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Monday, March 30, 2015

Tissues v.s Hankies




I never thought I would every say this. Ever.

But I use handkerchiefs. I’m that person who blows her nose with a hankie. When I was a child I used to look at my dad using them and think: why? Whyyy when there are tissues one can use?

Because:

Because tissues have negative impacts on the environment.

Because hankies are much more environmentally friendly. And just cool ;)

But what are they exactly? They are little squares of fabric and are thought to have originated in China, in c.1000 BC where they were used to protect the head from the sun. Their use changed through time but in modern times they are used to wipe or blow one’s nose.

And why are they a more environmentally friendly choice?

Firstly because (most) tissues are made of newly cut trees, not recycled paper so they are using virgin fibres.

Secondly, tissues are whitened by using chlorine and bleach which have harmful effects on the environment.

Thirdly, they come in little plastic (usually non-recyclable) packaging.

I won’t deny it, it felt strange when I first started using hankies. It took me some time to get used to the idea and get over the ‘ew’ factor.  But now that I am used to them I couldn’t think of carrying packets of tissues with me again. I’m filled will guilt whenever I have to use one, and throw it away.

Does using handkerchiefs waste more water, needed for washing them? Nope, the key is to buy a big batch. So you can switch to a clean one often and wash them all together at once with your regular clothes wash.

Truly, buy loads. And in different colours. (Lesson learnt over the sniffing-filled winter)

Other than helping the environment, I’m saving money too. Because once bought, they’ll stay with me forever! (Well, almost.) Buying hankies that can be reused multiple times will save me from having to re-buy tissues over and over, making it cheaper in the long run.







Unfortunately, recently when I was reading about the environmental impact of tissues, I came across something I hadn’t thought of. Cotton hankies are not the most environmentally friendly either. Unless they’re organic or made of hemp. This is because to make, they also use a lot of water and go through chlorine bleach.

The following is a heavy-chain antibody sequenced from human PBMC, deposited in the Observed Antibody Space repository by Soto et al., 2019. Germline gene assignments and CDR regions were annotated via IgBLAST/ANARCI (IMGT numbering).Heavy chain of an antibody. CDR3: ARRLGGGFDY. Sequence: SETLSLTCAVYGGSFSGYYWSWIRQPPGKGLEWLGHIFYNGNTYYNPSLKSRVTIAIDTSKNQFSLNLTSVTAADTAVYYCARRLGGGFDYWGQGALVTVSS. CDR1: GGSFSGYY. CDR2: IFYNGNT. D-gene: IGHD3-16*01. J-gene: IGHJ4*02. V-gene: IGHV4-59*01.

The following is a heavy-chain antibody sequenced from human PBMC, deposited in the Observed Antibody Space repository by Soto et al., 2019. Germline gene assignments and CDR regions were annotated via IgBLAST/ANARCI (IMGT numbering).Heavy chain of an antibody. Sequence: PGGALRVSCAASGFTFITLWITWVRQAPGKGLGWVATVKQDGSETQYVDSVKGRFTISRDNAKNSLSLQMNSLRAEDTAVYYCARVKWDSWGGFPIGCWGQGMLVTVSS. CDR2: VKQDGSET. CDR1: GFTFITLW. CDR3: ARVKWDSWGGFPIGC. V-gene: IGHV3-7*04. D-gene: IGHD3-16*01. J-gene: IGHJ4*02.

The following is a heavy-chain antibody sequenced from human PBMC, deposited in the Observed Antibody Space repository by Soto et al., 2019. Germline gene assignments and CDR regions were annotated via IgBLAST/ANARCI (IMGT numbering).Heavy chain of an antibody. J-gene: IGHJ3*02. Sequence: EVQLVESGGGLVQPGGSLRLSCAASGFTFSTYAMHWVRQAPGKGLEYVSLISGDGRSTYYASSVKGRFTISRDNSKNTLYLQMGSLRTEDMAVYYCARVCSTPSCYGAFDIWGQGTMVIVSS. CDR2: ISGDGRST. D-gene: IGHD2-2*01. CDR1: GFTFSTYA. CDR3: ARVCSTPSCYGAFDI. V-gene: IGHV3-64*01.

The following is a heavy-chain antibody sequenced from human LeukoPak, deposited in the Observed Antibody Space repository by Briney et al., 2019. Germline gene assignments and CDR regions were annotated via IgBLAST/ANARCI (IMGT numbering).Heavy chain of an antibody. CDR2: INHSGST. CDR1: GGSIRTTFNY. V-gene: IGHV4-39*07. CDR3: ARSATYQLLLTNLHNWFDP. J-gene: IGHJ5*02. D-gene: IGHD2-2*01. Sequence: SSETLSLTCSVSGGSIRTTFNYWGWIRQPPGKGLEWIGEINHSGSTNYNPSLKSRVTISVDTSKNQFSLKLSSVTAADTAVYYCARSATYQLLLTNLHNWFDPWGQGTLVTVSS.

And I thought, is this ever going to end? Am I ever going to be able to make fully environmentally friendly choices? I don’t know the answer to this yet, but I do know that choosing a better option than another is a start. Even though it is not 100% sustainable.  This blog is called ‘The Eco Journey’ and this is what I am going through, a journey to make better choices. Even if they are not the best. So one day, when I will be able to afford buying organic handkerchiefs, I will, but for now I am still choosing a better option. I’ve reduced my plastic packaging and I’ve reduced my waste.

And if you really don’t want to give hankies a try, then go for recycled tissues. There is only a number of times that paper can be recycled, so it would make sense for its last recycling to be into tissues. Still a better option over normal ones.


Here’s a lovely photo of me blowing my nose: ;)


Wednesday, March 11, 2015

8 ways to reduce food waste!

In my previous post I talked about food waste and the fact that it is a big issue happening everywhere. Most of the food waste happens even before it reaches our homes, even before reaching supermarkets and even before leaving the factories and farms. So how can we help reduce food waste?

We could join organizations that fight for food waste or place pressure on supermarkets and governments. Which would be great, but something that we can do NOW and will contribute just as much is reducing the food that we waste in our homes. The following are eight ways for which we can do so, of which seven I currently do myself, and are so so simple and really do not take up that much of my time! The last one is a bit harder depending on where you live, but there’s always a way!



Knowing your portion

Filling up your plate with more food than you can eat will most likely result in the extra food ending up in the bin. How do we fix this? By filling up the plate with what you know you can eat! If you’re still hungry afterwards you can always go for seconds or grab some fruit (healthy + filling!) The same applies to eating out, ordering a meal that you know you will be able to finish, and then if still peckish you can go for desserts or a side you can share with a friend.




Eating leftovers